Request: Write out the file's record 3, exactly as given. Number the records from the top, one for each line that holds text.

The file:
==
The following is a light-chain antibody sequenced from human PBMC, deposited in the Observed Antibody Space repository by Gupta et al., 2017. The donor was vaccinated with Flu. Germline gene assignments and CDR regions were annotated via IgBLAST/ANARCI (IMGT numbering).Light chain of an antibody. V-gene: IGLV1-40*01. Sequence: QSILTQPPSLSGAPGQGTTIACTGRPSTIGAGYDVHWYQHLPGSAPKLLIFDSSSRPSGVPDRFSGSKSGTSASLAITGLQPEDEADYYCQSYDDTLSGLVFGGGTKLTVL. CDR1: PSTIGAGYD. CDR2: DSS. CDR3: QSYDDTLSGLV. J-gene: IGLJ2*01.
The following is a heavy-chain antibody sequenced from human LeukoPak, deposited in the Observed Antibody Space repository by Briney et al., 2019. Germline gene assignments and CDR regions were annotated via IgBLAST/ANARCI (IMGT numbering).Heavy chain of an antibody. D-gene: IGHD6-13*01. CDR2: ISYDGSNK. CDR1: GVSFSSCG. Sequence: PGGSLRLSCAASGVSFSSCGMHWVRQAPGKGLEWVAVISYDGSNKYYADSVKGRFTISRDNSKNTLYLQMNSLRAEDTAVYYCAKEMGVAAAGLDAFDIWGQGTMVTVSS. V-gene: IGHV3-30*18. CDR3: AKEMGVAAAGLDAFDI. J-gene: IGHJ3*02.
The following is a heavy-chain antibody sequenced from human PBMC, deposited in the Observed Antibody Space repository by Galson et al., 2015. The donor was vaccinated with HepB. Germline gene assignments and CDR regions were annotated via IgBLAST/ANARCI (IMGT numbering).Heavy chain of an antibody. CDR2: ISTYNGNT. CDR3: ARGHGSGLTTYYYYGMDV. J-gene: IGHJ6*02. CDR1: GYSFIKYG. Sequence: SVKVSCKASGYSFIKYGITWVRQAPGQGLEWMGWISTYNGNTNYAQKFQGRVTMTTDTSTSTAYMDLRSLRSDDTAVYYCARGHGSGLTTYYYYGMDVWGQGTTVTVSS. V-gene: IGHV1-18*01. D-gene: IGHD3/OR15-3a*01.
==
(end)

The following is a heavy-chain antibody sequenced from human PBMC, deposited in the Observed Antibody Space repository by Galson et al., 2015. The donor was vaccinated with HepB. Germline gene assignments and CDR regions were annotated via IgBLAST/ANARCI (IMGT numbering).Heavy chain of an antibody. CDR2: ISTYNGNT. CDR3: ARGHGSGLTTYYYYGMDV. J-gene: IGHJ6*02. CDR1: GYSFIKYG. Sequence: SVKVSCKASGYSFIKYGITWVRQAPGQGLEWMGWISTYNGNTNYAQKFQGRVTMTTDTSTSTAYMDLRSLRSDDTAVYYCARGHGSGLTTYYYYGMDVWGQGTTVTVSS. V-gene: IGHV1-18*01. D-gene: IGHD3/OR15-3a*01.